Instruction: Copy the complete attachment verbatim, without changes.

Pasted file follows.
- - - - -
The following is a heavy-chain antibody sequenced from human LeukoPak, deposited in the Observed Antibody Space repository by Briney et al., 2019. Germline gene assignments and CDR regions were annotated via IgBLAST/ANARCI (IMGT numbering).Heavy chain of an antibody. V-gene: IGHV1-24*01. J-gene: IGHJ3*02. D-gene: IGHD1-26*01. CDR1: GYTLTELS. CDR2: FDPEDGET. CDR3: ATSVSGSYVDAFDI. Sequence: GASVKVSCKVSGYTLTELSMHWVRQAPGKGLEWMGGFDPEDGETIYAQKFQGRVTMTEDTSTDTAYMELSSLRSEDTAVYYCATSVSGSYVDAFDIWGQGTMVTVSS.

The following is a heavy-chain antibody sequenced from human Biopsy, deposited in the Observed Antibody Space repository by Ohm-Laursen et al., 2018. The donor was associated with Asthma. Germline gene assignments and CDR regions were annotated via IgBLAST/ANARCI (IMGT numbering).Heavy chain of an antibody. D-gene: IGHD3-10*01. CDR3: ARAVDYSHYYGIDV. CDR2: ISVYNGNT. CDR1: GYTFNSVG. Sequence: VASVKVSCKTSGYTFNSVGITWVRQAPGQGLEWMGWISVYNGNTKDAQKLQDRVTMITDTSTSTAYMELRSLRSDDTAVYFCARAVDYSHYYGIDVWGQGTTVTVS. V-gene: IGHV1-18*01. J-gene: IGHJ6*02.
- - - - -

The following is a heavy-chain antibody sequenced from human LeukoPak, deposited in the Observed Antibody Space repository by Briney et al., 2019. Germline gene assignments and CDR regions were annotated via IgBLAST/ANARCI (IMGT numbering).Heavy chain of an antibody. V-gene: IGHV1-24*01. J-gene: IGHJ3*02. D-gene: IGHD1-26*01. CDR1: GYTLTELS. CDR2: FDPEDGET. CDR3: ATSVSGSYVDAFDI. Sequence: GASVKVSCKVSGYTLTELSMHWVRQAPGKGLEWMGGFDPEDGETIYAQKFQGRVTMTEDTSTDTAYMELSSLRSEDTAVYYCATSVSGSYVDAFDIWGQGTMVTVSS.

The following is a heavy-chain antibody sequenced from human Biopsy, deposited in the Observed Antibody Space repository by Ohm-Laursen et al., 2018. The donor was associated with Asthma. Germline gene assignments and CDR regions were annotated via IgBLAST/ANARCI (IMGT numbering).Heavy chain of an antibody. D-gene: IGHD3-10*01. CDR3: ARAVDYSHYYGIDV. CDR2: ISVYNGNT. CDR1: GYTFNSVG. Sequence: VASVKVSCKTSGYTFNSVGITWVRQAPGQGLEWMGWISVYNGNTKDAQKLQDRVTMITDTSTSTAYMELRSLRSDDTAVYFCARAVDYSHYYGIDVWGQGTTVTVS. V-gene: IGHV1-18*01. J-gene: IGHJ6*02.